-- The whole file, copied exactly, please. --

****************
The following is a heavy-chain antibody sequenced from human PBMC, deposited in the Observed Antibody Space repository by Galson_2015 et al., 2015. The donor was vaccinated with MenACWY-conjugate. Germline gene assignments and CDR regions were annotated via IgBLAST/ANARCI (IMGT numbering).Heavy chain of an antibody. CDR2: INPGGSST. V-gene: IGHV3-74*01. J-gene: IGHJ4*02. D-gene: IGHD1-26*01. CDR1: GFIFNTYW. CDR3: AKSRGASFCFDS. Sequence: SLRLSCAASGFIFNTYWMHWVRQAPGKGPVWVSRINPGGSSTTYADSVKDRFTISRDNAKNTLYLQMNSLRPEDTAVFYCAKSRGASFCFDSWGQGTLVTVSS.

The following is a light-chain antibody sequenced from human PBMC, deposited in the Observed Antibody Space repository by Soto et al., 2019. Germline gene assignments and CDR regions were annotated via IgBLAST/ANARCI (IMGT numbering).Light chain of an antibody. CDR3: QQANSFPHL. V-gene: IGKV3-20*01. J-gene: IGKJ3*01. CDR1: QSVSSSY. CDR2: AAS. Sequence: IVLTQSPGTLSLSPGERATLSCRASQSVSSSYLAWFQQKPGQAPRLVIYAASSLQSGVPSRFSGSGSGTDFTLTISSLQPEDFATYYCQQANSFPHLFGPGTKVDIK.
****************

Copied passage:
The following is a heavy-chain antibody sequenced from human PBMC, deposited in the Observed Antibody Space repository by Galson_2015 et al., 2015. The donor was vaccinated with MenACWY-conjugate. Germline gene assignments and CDR regions were annotated via IgBLAST/ANARCI (IMGT numbering).Heavy chain of an antibody. CDR2: INPGGSST. V-gene: IGHV3-74*01. J-gene: IGHJ4*02. D-gene: IGHD1-26*01. CDR1: GFIFNTYW. CDR3: AKSRGASFCFDS. Sequence: SLRLSCAASGFIFNTYWMHWVRQAPGKGPVWVSRINPGGSSTTYADSVKDRFTISRDNAKNTLYLQMNSLRPEDTAVFYCAKSRGASFCFDSWGQGTLVTVSS.

The following is a light-chain antibody sequenced from human PBMC, deposited in the Observed Antibody Space repository by Soto et al., 2019. Germline gene assignments and CDR regions were annotated via IgBLAST/ANARCI (IMGT numbering).Light chain of an antibody. CDR3: QQANSFPHL. V-gene: IGKV3-20*01. J-gene: IGKJ3*01. CDR1: QSVSSSY. CDR2: AAS. Sequence: IVLTQSPGTLSLSPGERATLSCRASQSVSSSYLAWFQQKPGQAPRLVIYAASSLQSGVPSRFSGSGSGTDFTLTISSLQPEDFATYYCQQANSFPHLFGPGTKVDIK.